My Opinion

Richard L. Dulin, Communications Supervisor, Coleman Police Department

RLDI know the phrase “everybody has got one.” These are just my thoughts and not intended to offend anyone.

Working in the field of public service, especially law enforcement and 9-1-1 is similar to serving in the military and requires a special person. We seek employment in this field not because we are searching for fame and fortune, but because we want to help other people. Public service means just that, to “serve” the public.

No matter what we do in life, we must make sacrifices, even more so in law enforcement because we want to serve, we want to make a difference, but not everyone, no matter how good of a person they are, can do this type of work. By choosing this line of work, we have made a commitment to put the needs of others above our own and if we can’t do that, we are in the wrong line of work.

We have the same problems as everyone else. We have to pay bills, we get sick, our car breaks down, a family member dies, our children become ill, etc. With that said, the job we chose requires us to sacrifice in order to help others. There are exceptions as with anything such as serious injury or illness that enables us to be in a condition of not being able to serve as an example. But in reality, we must overcome these situations and adapt to the normal problems that other people have. When our life is in chaos, just as the lives of the people we serve are in chaos, we put our problems to the side, rise up and help others. That is the “nature of the beast”. That is what we do, that is our job.

As an employee of a law enforcement agency emergency call center, we are members of a team. The larger the agency, the larger the team. In our case, we are a small team consisting of 4 dispatchers and 1 supervisor. We become and are, family to each other and in many cases more so than we are to our natural family. There are times of course when we need someone else to cover for us, but we must all work together. Someone has to be on the radio and answer the phones 24/7/365.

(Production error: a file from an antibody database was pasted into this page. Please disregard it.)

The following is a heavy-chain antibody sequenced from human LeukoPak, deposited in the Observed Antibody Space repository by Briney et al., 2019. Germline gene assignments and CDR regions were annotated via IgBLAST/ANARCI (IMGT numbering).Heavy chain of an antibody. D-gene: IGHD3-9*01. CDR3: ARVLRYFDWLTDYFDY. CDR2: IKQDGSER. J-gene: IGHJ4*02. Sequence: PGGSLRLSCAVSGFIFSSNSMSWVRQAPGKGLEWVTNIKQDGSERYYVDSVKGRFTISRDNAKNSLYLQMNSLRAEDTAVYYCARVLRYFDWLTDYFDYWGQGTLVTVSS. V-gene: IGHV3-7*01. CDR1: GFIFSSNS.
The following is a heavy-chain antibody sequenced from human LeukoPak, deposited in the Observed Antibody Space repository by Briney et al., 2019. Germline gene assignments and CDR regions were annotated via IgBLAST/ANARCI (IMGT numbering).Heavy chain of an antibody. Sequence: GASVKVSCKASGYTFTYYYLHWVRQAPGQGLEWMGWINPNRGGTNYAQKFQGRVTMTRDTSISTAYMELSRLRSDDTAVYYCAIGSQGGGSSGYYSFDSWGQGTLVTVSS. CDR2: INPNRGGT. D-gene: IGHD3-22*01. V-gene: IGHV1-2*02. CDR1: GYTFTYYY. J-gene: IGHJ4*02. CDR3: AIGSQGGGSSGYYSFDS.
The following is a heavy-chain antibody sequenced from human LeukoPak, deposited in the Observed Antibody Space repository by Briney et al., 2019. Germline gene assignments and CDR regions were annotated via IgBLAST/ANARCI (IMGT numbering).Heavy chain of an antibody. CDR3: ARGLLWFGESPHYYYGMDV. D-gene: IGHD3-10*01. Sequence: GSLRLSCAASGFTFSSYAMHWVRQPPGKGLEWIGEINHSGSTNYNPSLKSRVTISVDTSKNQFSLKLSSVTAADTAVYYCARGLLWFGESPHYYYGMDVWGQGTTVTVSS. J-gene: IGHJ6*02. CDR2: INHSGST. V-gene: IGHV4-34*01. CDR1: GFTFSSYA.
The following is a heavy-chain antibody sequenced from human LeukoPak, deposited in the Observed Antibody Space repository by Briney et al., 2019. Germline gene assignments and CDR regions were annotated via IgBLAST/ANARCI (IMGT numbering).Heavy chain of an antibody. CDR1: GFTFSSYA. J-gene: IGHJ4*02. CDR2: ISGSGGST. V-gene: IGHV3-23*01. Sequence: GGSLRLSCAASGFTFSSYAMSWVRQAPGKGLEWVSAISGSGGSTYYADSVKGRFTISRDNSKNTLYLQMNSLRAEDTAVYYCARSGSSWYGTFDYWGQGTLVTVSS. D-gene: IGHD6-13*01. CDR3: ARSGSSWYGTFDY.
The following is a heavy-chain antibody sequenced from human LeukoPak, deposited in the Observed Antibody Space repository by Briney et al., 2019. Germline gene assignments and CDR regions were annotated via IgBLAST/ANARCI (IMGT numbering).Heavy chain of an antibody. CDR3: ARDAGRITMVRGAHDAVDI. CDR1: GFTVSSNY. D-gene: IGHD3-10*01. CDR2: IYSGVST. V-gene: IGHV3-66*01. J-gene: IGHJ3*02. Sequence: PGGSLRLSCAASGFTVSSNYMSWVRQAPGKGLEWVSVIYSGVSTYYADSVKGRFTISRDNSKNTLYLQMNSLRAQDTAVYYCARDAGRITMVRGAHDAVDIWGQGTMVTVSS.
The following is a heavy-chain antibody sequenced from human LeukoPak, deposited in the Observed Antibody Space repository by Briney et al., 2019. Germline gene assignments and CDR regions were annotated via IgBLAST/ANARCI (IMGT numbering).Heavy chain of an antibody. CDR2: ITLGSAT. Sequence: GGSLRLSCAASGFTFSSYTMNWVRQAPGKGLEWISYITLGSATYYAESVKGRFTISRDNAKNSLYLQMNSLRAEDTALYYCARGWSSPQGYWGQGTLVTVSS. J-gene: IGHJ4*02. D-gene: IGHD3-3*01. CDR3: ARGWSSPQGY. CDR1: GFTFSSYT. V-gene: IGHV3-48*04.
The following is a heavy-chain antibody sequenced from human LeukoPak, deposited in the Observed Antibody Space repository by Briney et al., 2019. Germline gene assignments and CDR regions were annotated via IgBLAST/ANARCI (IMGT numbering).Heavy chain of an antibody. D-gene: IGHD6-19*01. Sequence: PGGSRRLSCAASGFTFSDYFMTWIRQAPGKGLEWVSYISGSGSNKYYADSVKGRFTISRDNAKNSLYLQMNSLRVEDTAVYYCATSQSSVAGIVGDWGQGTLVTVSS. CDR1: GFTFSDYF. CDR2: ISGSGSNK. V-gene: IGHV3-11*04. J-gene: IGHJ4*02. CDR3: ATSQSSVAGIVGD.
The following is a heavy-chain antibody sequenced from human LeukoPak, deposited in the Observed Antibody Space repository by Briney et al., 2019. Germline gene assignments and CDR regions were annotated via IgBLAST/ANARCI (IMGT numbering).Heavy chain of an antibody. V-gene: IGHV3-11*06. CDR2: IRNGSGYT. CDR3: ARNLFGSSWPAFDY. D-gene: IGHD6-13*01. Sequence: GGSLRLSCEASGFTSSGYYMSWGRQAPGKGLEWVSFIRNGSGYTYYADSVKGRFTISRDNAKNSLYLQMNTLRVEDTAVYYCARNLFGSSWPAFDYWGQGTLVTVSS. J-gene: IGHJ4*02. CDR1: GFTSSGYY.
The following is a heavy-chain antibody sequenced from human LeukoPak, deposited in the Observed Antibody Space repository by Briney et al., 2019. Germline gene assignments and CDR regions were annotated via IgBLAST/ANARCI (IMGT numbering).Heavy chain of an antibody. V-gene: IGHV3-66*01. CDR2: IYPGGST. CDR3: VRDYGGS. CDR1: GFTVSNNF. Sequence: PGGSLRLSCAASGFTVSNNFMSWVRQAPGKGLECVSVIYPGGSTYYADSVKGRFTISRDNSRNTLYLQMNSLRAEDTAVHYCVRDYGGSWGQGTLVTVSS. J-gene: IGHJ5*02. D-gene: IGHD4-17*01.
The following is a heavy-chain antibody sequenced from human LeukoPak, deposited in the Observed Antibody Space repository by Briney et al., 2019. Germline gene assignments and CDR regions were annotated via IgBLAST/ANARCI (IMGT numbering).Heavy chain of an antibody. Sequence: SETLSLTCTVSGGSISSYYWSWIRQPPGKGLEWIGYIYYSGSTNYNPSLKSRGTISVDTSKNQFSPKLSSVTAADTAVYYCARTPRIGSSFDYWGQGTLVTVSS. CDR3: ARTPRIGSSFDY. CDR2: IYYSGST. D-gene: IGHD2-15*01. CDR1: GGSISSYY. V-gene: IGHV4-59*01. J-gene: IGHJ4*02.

In the military I was a team member of a much larger team, but could not leave the combat zone when my child got hurt, my wife was sick, my son went to prison, my father died, my dog got killed and so on. It hurt my heart like hell, but I had to be in control and make arrangements for things to be taken care of without me being physically present.

I had to make sacrifices as a soldier to serve my country and I have to make sacrifices as a dispatcher to serve my community. I knew this when I chose this profession. We have to be on call, we have to work overtime, we have to work holidays, we have to work nights, we have to work weekends, we have to be reachable 24/7 and it’s tough.

I wish I could have seen my children born, but I had to sacrifice for my country. I wish I could have attended my aunt’s funeral, but I had to sacrifice to serve my community. I spent most of my life in the service of others, 22 years in the military, 8 years with the Texas Youth Commission. Over 2 years in Iraq assisting military forces and nearly 8 years as a 9-1-1 dispatcher.

I can’t remember how many life events I was not a part of because I was working, sacrificing in order to help others. It is only tolerable and manageable with the assistance of my fellow team/family members helping me when I just couldn’t get through it without their help.

This was my choice, but where would the American people and the people of my community be without people like us? We are going to miss birthdays, births, anniversaries, funerals, weddings, Thanksgiving dinners, celebrations, Christmas mornings, church services, stock shows, the circus, swimming, the beach and park, school plays, sports events, band concerts, graduations, tooth fairies, Easter bunnies, trick or treaters, and all the other events happening while we serve.

We are dispatchers, we are licensed telecommunicators, we are professionals, and we need to be proud of that.

Not everyone can do what we do and that is alright. There is no shame in saying I can’t do that. Not everyone can be a law enforcement officer, not everyone can be a soldier and that is alright too. But we can and we are.

We have committed ourselves to this “calling” and we are good at it. We have sacrificed ourselves in the service of others because someone had to do it. Someone has to be the calm voice on the phone when someone else’s world is falling apart. If and when (there will be a when) we no longer feel this or believe this, when we can no longer put the needs of the people we serve above our own, we need to step down and walk away and let someone else “special” answer our call for help.